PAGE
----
Rabbi pleads for leniency in former Montreal mayor’s sentence

Rabbi pleads for leniency in former Montreal mayor’s sentence

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Rabbi Alan Bright
Rabbi Alan Bright JANICE ARNOLD FILE PHOTO

The rabbi of Michael Applebaum pleaded for clemency at the sentencing hearing for the former Montreal mayor on Feb. 15.

In a letter submitted to court, Rabbi Alan Bright of Shaare Zedek Congregation described his congregant as a broken man who has contemplated suicide and urged Judge Louise Provost to show leniency.

In January, Applebaum, who served as interim mayor from November 2012 to June 2013, was found guilty of eight fraud and corruption-related charges. He faces a maximum five-year prison term.

Applebaum, Montreal’s first Jewish mayor, pleaded not guilty to all of the 14 charges originally brought against him.

The crimes, stemming from the extortion of bribes in exchange for favourable municipal decisions sought by developers, were committed earlier, while he was borough mayor of Côte des Neiges-Notre Dame de Grâce.

READ:EX-MONTREAL MAYOR FOUND GUILTY OF CORRUPTION

Crown prosecutor Nathalie Kleber recommended two years in jail, followed by two years of probation. Applebaum’s lawyer Pierre Teasdale wants a suspended sentence or, failing that, a combination of house arrest, community service and weekend prison time of no more than 15 months.

In his eloquent plea, Rabbi Bright wrote that Applebaum, who was arrested in June 2013, has already paid “an exorbitant price for his actions,” one that he will continue to pay for the rest of his life. He said he has seen drastic changes in Applebaum’s personality and health since then and a family that is suffering.

“There were times over the past three years that he stood at the precipice, assured that suicide, the very permanent solution to a temporary problem, was the answer… These were very dark times for his family, and I can assure you your honour that it was not easy to pull him back from that point.”

Rabbi Bright described Applebaum as having deteriorated from being “an upbeat, zestful man, a man for whom no task was too great, a man who was present, day and night… a man who cannot say no to his fellow man regardless of religion, colour, race, rank, fame or fortune.

“Today that same man is a broken man. A man for whom suicide seemed the only relief to his anguish.”

Rabbi Bright said he has known Applebaum, 54, and his family, which includes three children, for more than 10 years and that since his arrest, the relationship has become even deeper and he has been counselling him at least weekly.

Despite the appearance of emotional control, Applebaum, he said, is in pain and despair due to his feeling of having failed his family and others, lost his dignity and been shunned by his community and the public at large.

Rabbi Bright also spoke of Applebaum’s devotion to his widowed elderly mother “who so desperately needs him.”

The many years Applebaum spent in public service are now lost forever, Rabbi Bright argued. “The trust that so many bestowed upon him is impossible to recreate.”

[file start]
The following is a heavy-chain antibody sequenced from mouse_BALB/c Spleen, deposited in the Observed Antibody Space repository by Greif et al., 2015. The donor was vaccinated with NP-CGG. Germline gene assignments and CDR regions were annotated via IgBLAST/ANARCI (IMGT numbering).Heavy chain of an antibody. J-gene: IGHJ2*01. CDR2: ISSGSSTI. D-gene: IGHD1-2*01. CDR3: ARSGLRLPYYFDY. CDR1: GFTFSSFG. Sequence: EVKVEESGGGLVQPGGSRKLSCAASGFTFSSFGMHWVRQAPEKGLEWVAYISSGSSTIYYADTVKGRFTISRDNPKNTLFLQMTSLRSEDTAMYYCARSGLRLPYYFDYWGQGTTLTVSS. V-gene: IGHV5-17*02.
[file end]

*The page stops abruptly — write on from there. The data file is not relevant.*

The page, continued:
Instead, he said, Applebaum “will be remembered as the mayor of Montreal who was taken in shame from his home on live television,” a reference to his early-morning arrest, which was covered extensively by the media.

He concludes that Applebaum’s “incarceration will serve no useful purpose to a man who is of no threat to anybody, other than perhaps himself, and has paid an exorbitant price for his actions.” The rabbi said he regretted not appearing in person, but was committed to conducting two funerals that day.

The court also heard from Applebaum’s 23-year-old son Dylan, who was close to tears in describing the decline in his father’s physical and mental well-being.

“He seems defeated now,” he said. “Physically, he’s not great. Mentally, he’s not great either.”

He said his father had always been a source of strength and joy for the family, but that has changed.

Applebaum, who was a licensed real estate agent, has been unable to work since his arrest, he said.

A former employer, Salvatore Sansalone, testified that Applebaum had only sold one house since his arrest.

Judge Provost said she will make her decision known on March 30.

Applebaum has not filed an appeal

  • Jeff

    shame on the rabbi….did the mayor feel remorse when he committed these crimes? according to law, he was found guilty and has to face the punishment….the rabbi only hurts his reputation by standing up for him

  • TerrorIsEvil

    I do not know anything of the man’s crimes and misdemeanors, nor if he was treated fairly or unfairly, but it is common practice to defend those prosecuted, set the record straight, plea for leniency and put into context the person’s entire life – beyond the period of time when he committed the crime(s) – and to defend the man’s honor.

    Those who do not respect the Rabbi’s good deed do not respect the law and the common procedures of jurisprudence. They merely want to mete out punishment. If any one of us were in this man’s predicament, then we too would want a good Rabbi to speak to our characters. You do not kick a man when he is down. It would be inhuman and not according to Jewish custom.

    • Jeff

      he is not down on his luck, but convicted of a crime, there is a difference

  • TerrorIsEvil

    And maybe he was the fall guy for other higher ups and for doing what is common practice but nonetheless illegal. Laws are sometimes unevenly enforced/applied when it is convenient to make a point, reassert authority or punish a political adversary/undesirable/opponent.